Businessman-Turned-Lawmaker Has a Plan to Save U.S. Postal Service
Rob Bluey /
Rep. Darrell Issa knows a thing or two about running a successful business. Before winning his seat in Congress, the California Republican turned a troubled company into a profitable enterprise that manufactured car alarms for the world’s most well-known carmakers.
Issa is now turning his attention to saving the long-troubled U.S. Postal Service.
“The Postal Service lost $8.5 billion last year. It is going to lose, at least, $8.3 billion this year. And it is projected to lose $8.5 billion the year after that,” said Issa, who serves as chairman of the House Oversight and Government Reform Committee.
Without changes, the future is grim.
“The post office is on the wrong side of the information revolution,” Heritage’s James Gattuso wrote last month. Gattuso noted that even with $11 billion in cuts since 2008, the prospects are bleak for the Postal Service.
Just this week the Postal Service announced it would stop paying its portion toward employees’ retirement, potentially leaving taxpayers on the hook.
Issa’s legislation is the most comprehensive plan put forward in Congress. Other lawmakers have proposed changes to USPS, but Issa said only his ensures its solvency. He estimates it would reduce costs by $6 billion. Other changes would need to make up the remaining shortfall.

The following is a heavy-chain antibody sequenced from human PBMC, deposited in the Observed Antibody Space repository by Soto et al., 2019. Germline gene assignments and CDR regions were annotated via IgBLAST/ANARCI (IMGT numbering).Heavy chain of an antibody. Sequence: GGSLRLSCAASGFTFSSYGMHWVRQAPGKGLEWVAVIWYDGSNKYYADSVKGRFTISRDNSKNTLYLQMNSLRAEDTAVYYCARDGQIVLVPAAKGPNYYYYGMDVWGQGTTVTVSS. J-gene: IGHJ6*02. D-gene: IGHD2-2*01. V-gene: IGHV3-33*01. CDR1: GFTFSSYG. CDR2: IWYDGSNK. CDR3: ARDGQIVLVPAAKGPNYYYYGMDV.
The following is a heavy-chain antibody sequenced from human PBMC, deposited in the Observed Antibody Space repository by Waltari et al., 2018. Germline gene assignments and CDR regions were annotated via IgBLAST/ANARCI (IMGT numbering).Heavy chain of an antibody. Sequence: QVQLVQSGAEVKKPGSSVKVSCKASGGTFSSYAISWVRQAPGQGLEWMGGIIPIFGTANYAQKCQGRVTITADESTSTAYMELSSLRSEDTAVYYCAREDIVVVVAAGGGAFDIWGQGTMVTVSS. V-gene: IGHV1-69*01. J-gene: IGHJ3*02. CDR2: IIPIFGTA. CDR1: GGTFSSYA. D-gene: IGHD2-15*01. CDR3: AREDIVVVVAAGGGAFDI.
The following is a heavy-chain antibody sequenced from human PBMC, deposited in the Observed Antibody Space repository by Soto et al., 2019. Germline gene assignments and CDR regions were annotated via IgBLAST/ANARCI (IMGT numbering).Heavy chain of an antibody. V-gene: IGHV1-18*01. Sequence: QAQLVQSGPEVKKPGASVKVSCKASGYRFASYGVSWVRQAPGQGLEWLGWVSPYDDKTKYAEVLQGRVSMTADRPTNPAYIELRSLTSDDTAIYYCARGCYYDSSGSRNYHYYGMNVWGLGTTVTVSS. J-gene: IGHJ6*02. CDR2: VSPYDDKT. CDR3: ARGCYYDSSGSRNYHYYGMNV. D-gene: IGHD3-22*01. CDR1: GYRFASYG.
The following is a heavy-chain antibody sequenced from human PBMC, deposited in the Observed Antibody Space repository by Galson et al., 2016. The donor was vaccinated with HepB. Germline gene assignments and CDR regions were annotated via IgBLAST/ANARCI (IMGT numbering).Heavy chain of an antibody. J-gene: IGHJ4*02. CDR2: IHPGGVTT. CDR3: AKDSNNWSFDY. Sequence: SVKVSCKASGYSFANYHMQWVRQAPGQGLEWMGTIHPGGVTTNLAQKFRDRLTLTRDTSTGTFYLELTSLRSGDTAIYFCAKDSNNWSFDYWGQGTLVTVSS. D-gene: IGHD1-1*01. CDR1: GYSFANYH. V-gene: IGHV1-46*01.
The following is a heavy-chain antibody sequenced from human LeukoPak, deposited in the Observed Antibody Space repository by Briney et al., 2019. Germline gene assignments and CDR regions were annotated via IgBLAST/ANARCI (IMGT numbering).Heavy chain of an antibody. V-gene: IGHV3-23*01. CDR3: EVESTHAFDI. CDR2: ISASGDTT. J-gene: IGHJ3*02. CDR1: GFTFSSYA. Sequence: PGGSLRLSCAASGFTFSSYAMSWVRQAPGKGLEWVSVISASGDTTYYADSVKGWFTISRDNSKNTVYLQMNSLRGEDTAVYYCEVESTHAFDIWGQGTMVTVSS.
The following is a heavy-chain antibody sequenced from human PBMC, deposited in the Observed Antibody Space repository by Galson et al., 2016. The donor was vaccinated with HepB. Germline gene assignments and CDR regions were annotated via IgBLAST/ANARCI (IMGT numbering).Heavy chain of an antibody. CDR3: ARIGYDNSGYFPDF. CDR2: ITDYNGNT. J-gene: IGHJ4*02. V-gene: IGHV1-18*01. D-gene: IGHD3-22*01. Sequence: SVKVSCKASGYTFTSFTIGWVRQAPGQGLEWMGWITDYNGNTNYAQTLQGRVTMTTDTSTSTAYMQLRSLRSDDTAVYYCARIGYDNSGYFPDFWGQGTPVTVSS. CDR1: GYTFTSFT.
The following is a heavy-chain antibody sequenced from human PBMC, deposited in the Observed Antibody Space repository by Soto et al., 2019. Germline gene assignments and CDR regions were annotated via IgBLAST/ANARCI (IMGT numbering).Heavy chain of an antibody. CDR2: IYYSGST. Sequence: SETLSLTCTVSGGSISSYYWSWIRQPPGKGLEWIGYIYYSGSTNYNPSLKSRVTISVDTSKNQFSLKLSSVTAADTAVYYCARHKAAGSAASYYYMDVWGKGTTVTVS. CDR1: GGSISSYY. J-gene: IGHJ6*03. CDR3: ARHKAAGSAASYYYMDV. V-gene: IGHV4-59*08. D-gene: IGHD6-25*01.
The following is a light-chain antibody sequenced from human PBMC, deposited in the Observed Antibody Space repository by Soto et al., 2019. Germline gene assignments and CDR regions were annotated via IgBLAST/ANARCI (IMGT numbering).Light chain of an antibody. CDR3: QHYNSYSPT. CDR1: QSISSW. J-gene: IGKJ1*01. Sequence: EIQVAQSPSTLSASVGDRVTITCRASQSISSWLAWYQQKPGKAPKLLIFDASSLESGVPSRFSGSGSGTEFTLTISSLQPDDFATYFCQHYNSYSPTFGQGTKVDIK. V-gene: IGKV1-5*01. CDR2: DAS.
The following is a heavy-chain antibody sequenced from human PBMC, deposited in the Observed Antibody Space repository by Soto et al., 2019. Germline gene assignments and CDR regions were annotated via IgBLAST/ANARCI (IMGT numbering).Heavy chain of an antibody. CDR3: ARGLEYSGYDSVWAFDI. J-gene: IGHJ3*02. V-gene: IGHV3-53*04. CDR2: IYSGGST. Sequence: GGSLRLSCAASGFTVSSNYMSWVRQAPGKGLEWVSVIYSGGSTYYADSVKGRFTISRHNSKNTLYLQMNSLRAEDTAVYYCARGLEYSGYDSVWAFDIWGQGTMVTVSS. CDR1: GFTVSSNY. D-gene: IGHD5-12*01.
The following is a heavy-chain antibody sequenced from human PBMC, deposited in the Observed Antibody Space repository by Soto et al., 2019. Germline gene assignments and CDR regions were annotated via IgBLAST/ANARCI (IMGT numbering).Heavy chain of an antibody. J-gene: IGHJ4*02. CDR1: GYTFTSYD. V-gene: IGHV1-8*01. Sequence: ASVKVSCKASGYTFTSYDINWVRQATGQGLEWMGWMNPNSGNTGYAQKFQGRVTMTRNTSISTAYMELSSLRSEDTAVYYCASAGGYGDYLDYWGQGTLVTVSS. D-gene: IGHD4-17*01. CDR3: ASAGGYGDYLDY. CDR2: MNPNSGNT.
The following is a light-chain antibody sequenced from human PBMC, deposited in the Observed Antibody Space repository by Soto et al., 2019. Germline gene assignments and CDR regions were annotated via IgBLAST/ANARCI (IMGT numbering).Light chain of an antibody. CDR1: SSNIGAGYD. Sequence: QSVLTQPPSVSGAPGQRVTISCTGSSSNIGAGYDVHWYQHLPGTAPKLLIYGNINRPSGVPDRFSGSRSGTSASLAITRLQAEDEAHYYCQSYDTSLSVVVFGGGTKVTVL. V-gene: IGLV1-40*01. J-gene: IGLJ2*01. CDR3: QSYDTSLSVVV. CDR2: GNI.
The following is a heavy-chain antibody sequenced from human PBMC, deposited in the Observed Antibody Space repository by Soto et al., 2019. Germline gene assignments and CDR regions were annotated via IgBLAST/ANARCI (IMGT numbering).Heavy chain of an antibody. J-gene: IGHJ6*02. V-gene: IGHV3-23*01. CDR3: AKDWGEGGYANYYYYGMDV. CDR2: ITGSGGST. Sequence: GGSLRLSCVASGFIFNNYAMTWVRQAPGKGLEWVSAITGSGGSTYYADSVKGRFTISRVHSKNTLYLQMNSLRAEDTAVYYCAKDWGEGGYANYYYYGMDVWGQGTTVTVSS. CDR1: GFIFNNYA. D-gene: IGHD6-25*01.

How does he do it? Issa adopts several ideas supported by Heritage. He would eliminate Saturday mail delivery, close unprofitable post offices and bring USPS compensation in line with the private sector. He also wants to modify the collective bargaining process and require workers to pay more toward their health and life insurance.
One thing the legislation doesn’t do is eliminate the Postal Service’s monopoly on first-class mail. Heritage’s Gattuso has argued that introducing competition — and not just from FedEx and UPS — would be an important factor for a revitalized USPS.
“New blood may be just what mail delivery needs,” Gattuso said.
Issa’s reforms would be carried out by a BRAC-like entity called the Commission on Postal Reorganization. It would be tasked with recommending closures of post offices, mail processing and management facilities. Congress would have the power to reject the commission’s work.
A second body, the Postal Service Financial Responsibility and Management Assistance Authority, would be tasked with returning the Postal Service to fiscal solvency. Once the Postal Service was able to meet its financial obligations, the authority would be dissolved.
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